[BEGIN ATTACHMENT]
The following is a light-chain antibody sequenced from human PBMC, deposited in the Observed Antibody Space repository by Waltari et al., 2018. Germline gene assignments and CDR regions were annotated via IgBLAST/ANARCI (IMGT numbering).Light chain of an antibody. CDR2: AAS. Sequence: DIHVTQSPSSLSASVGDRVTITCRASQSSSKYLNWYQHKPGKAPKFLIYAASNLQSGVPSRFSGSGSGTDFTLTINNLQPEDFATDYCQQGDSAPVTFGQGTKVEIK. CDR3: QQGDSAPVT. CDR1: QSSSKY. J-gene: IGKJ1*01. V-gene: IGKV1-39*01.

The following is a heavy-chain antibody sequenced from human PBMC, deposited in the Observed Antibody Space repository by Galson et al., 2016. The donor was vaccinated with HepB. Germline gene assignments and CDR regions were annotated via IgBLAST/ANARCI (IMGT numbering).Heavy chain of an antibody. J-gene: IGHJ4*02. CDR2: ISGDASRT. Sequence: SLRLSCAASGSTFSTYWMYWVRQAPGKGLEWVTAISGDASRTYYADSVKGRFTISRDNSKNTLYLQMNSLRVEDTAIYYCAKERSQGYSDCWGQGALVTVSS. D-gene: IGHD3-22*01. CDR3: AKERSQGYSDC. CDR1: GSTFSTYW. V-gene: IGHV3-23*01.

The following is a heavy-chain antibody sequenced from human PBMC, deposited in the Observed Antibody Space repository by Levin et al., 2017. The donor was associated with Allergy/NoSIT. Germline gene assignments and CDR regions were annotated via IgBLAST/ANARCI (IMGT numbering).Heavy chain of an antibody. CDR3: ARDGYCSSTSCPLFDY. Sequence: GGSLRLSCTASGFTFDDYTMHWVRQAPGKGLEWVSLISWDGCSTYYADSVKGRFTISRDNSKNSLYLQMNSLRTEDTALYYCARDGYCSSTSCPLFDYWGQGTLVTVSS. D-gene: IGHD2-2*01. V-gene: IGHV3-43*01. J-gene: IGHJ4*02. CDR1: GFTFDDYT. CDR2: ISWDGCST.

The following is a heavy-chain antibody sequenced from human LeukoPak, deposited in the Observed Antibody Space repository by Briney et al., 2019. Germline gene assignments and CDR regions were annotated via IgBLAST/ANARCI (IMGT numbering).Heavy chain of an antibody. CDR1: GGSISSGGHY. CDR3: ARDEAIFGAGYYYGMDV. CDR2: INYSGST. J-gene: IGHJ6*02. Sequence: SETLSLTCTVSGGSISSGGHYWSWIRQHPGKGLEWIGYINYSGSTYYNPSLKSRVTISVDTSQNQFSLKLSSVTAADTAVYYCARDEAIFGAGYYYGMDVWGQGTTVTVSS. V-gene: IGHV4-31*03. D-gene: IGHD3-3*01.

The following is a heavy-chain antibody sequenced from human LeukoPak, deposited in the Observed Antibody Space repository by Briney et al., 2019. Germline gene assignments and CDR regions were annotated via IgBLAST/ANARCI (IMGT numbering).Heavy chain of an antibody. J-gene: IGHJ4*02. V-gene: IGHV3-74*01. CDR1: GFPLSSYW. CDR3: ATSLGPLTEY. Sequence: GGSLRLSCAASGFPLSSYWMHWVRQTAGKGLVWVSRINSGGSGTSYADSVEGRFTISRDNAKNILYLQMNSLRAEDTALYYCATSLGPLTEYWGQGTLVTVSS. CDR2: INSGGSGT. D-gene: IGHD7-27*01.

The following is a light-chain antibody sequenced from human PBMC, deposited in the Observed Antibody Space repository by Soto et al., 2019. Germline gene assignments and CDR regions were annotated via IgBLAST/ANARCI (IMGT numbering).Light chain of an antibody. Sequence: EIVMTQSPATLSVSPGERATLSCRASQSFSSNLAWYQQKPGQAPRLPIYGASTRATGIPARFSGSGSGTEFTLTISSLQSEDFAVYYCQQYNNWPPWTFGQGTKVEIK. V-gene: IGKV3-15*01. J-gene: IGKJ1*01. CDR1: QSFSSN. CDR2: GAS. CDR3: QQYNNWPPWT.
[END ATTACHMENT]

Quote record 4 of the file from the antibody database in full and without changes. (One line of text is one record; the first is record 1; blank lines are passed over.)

The following is a heavy-chain antibody sequenced from human LeukoPak, deposited in the Observed Antibody Space repository by Briney et al., 2019. Germline gene assignments and CDR regions were annotated via IgBLAST/ANARCI (IMGT numbering).Heavy chain of an antibody. CDR1: GGSISSGGHY. CDR3: ARDEAIFGAGYYYGMDV. CDR2: INYSGST. J-gene: IGHJ6*02. Sequence: SETLSLTCTVSGGSISSGGHYWSWIRQHPGKGLEWIGYINYSGSTYYNPSLKSRVTISVDTSQNQFSLKLSSVTAADTAVYYCARDEAIFGAGYYYGMDVWGQGTTVTVSS. V-gene: IGHV4-31*03. D-gene: IGHD3-3*01.